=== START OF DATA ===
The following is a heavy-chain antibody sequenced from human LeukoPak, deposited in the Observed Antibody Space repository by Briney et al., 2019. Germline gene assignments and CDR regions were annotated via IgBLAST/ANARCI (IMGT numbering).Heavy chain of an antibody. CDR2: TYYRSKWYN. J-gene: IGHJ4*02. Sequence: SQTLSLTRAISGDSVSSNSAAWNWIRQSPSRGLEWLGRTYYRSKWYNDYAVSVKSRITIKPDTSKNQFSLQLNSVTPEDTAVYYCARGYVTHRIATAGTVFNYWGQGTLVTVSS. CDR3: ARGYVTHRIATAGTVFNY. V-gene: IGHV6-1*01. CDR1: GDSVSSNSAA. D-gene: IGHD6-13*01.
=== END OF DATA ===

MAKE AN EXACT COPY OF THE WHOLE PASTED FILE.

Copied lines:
The following is a heavy-chain antibody sequenced from human LeukoPak, deposited in the Observed Antibody Space repository by Briney et al., 2019. Germline gene assignments and CDR regions were annotated via IgBLAST/ANARCI (IMGT numbering).Heavy chain of an antibody. CDR2: TYYRSKWYN. J-gene: IGHJ4*02. Sequence: SQTLSLTRAISGDSVSSNSAAWNWIRQSPSRGLEWLGRTYYRSKWYNDYAVSVKSRITIKPDTSKNQFSLQLNSVTPEDTAVYYCARGYVTHRIATAGTVFNYWGQGTLVTVSS. CDR3: ARGYVTHRIATAGTVFNY. V-gene: IGHV6-1*01. CDR1: GDSVSSNSAA. D-gene: IGHD6-13*01.